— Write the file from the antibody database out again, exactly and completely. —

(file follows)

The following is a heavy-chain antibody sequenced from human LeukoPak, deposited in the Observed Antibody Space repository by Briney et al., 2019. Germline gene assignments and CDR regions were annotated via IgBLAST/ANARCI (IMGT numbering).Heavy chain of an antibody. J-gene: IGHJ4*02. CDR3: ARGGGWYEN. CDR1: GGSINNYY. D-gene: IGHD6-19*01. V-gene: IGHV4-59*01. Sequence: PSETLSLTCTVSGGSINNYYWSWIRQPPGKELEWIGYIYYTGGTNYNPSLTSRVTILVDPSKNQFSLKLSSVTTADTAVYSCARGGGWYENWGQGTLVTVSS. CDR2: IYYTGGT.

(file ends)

The following is a heavy-chain antibody sequenced from human LeukoPak, deposited in the Observed Antibody Space repository by Briney et al., 2019. Germline gene assignments and CDR regions were annotated via IgBLAST/ANARCI (IMGT numbering).Heavy chain of an antibody. J-gene: IGHJ4*02. CDR3: ARGGGWYEN. CDR1: GGSINNYY. D-gene: IGHD6-19*01. V-gene: IGHV4-59*01. Sequence: PSETLSLTCTVSGGSINNYYWSWIRQPPGKELEWIGYIYYTGGTNYNPSLTSRVTILVDPSKNQFSLKLSSVTTADTAVYSCARGGGWYENWGQGTLVTVSS. CDR2: IYYTGGT.